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- #1

If we do have to invoke AOC, is there any way of `inverting' an injection to get a surjection

*without*using AOC?

- Thread starter Swlabr
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- Thread starter
- #1

If we do have to invoke AOC, is there any way of `inverting' an injection to get a surjection

- Jan 30, 2012

- 2,493

AC is important when when there is an infinite collection of nonempty sets and one has to build a single function that chooses an element of each set. If there is just one or finitely many nonempty sets, then such function can be described in a finite way.

In ZFC, try to use Axiom schema of specification with Axiom schema of replacement (with Axiom schema of collection). I did not check, but it should work. Functions on sets are morphisms in set theory. My educated guess is that ZF (without the Axiom of choice) are strong enough to allow such an algebraically fundamental concept.

Last edited:

- Feb 15, 2012

- 1,967

i see a problem, here. what if X IS such a collection of non-empty sets? i sincerely doubt that there exists a way to select "any" element from an abitrary single set in a finite way. what if X is uncountable? the problem is: just calling X "a single set" does not mean X has a simple internal structure that can be finitely described.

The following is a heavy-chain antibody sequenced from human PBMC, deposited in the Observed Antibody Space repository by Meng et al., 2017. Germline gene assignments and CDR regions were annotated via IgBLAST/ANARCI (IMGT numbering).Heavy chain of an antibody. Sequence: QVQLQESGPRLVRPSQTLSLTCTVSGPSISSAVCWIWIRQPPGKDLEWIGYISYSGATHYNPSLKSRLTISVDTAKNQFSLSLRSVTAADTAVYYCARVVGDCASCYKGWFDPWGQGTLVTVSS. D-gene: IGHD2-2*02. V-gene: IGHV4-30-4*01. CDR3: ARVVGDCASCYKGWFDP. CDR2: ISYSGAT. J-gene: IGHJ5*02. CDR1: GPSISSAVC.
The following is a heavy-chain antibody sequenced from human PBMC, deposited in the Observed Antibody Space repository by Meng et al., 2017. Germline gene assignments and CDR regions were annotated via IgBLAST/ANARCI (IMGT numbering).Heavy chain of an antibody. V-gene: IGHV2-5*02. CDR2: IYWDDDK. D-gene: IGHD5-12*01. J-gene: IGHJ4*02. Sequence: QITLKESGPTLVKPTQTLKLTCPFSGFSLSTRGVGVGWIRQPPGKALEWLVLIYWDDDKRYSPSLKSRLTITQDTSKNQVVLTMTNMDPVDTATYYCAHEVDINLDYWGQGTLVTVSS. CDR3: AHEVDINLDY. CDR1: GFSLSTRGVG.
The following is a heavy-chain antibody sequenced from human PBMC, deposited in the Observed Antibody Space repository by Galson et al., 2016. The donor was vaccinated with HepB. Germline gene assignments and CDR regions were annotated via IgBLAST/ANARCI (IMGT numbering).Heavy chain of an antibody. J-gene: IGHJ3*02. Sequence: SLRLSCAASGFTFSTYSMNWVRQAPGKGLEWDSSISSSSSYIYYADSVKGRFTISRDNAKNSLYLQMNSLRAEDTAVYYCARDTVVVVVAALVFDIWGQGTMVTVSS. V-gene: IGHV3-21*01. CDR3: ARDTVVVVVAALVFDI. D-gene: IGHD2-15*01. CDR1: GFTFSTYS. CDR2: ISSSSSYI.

AC is important when when there is an infinite collection of nonempty sets and one has to build a single function that chooses an element of each set. If there is just one or finitely many nonempty sets, then such function can be described in a finite way.

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- #5

- Feb 7, 2012

- 2,721

Calling X "a single set" means that X is a set. On the other hand, "a collection of non-empty sets" need not be a set.i see a problem, here. what if X IS such a collection of non-empty sets? i sincerely doubt that there exists a way to select "any" element from an abitrary single set in a finite way. what if X is uncountable? the problem is: just calling X "a single set" does not mean X has a simple internal structure that can be finitely described.

One of the basic ingredients in set theory is that the definition of a set has to be constrained (so as to avoid Russell's paradox), so that an arbitrary collection of elements is not necessarily a set. However, if X is a set, then it is legitimate, within ZF without C, to choose an element of X.

Given an injection $f:X\to Y$, it is implicit that the domain $X$ is a set. The OP's argument for constructing a surjection from $Y$ to $X$ (a left inverse for $f$, in fact) is valid in ZF with no need for AoC.

- Feb 15, 2012

- 1,967

with a countable set X, we can leverage the bijection and well-ordering of N to pick a "least" element of X. i am uncertain how one goes about generating a well-defined choice from an uncountable set. this may be sheer ignorance on my part, if so...please, enlighten me.